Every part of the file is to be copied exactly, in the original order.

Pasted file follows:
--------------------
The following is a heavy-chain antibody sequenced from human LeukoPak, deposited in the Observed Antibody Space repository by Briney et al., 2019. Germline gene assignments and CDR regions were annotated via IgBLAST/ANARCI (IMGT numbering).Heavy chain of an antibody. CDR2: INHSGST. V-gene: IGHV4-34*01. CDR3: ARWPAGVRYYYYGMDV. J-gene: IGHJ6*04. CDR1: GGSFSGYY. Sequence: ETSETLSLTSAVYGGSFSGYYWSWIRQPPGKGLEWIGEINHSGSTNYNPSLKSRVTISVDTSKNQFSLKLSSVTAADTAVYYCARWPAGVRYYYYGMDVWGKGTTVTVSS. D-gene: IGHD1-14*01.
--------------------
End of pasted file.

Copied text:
The following is a heavy-chain antibody sequenced from human LeukoPak, deposited in the Observed Antibody Space repository by Briney et al., 2019. Germline gene assignments and CDR regions were annotated via IgBLAST/ANARCI (IMGT numbering).Heavy chain of an antibody. CDR2: INHSGST. V-gene: IGHV4-34*01. CDR3: ARWPAGVRYYYYGMDV. J-gene: IGHJ6*04. CDR1: GGSFSGYY. Sequence: ETSETLSLTSAVYGGSFSGYYWSWIRQPPGKGLEWIGEINHSGSTNYNPSLKSRVTISVDTSKNQFSLKLSSVTAADTAVYYCARWPAGVRYYYYGMDVWGKGTTVTVSS. D-gene: IGHD1-14*01.